Iran threatens to shut down oil flow in the event of sanctions

Iran has threatened to block the Strait of Hormuz, the only sea passage for oil shipments from the Persian Gulf if the West places sanctions on the country’s oil exports.

The announcement was made on Tuesday by Iran’s vice president Mohammad-Reza Rahimi and aired on state television.

"If they (the West) impose sanctions on Iran's oil exports, then even one drop of oil cannot flow from the Strait of Hormuz," he said.

This comes as Iran is continuing the ten-day naval exercises in the Strait of Hormuz. Early reports of these maneuvers raised fears that the country might shut down the strait. The announcement proves these concerns were not groundless.

The tensions between Iran and the West heightened in early November, when the UN nuclear watchdog released its report on Iran’s nuclear activities, adding that the country is developing weapons.

The report led to the EU decision to tighten sanctions against the country, with one of the measures discussed being an oil embargo.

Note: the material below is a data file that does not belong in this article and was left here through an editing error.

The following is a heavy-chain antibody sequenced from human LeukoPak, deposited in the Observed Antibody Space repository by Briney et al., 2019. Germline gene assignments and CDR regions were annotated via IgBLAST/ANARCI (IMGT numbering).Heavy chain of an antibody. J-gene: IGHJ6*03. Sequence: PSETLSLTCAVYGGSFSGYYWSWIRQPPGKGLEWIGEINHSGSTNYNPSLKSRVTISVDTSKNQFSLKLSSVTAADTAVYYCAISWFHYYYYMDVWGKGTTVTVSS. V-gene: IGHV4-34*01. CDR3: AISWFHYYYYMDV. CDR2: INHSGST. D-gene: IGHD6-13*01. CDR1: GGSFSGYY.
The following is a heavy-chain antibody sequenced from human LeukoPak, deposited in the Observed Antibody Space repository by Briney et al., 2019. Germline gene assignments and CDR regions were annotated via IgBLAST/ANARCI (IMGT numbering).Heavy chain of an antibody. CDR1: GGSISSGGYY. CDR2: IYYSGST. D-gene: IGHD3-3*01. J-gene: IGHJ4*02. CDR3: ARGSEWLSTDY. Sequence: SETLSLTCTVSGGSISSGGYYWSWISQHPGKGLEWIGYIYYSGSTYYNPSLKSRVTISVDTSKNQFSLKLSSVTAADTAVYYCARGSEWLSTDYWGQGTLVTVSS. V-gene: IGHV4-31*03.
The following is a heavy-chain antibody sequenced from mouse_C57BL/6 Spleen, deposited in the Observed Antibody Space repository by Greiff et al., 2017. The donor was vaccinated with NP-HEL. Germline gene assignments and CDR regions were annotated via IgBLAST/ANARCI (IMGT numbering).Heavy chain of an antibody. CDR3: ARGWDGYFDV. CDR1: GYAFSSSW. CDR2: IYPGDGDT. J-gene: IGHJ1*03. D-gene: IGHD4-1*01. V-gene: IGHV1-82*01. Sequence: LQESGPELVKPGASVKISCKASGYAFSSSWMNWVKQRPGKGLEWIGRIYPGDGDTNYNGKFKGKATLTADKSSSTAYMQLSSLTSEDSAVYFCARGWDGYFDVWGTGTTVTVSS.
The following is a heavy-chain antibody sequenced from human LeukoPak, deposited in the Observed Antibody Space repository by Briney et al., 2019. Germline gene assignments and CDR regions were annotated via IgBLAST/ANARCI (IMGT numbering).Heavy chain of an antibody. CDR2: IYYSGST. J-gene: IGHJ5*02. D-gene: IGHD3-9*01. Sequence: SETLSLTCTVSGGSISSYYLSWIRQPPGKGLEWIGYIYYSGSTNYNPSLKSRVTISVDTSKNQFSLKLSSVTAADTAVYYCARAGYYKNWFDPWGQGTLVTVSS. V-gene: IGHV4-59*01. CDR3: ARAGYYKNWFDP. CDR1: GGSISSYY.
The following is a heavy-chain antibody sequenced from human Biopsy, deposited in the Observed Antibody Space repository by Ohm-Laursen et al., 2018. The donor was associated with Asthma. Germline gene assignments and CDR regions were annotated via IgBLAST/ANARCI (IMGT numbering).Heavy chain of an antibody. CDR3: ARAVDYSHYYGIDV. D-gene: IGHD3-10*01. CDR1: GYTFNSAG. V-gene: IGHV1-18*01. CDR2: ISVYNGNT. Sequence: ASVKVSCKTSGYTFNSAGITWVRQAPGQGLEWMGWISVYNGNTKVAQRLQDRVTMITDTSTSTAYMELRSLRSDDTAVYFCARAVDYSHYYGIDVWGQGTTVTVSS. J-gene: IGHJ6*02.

Dr Seyed Mohammad Marandi from the University of Tehran thinks that such an embargo would create a very difficult situation globally, “because that would mean the halt of oil exports from the Middle East and that would have a devastating effect on the global economy.

In order to resolve the conflict he thinks the West should change its strategy and abandon the policy of sanctions.

The best way is to quit threatening Iran and trying to punish ordinary Iranians and to try to behave more reasonably in a more respectable manner, and tensions in the region would decrease,” he said.

Marandi also added that the current strategy of the West and the US poses a threat to the entire world and not just to Iranians.

The American behavior is creating a dangerous situation not only for Iran but for the whole globe. The United States is basically pushing things into the direction in which everyone is going to pay a heavy price,” he concluded.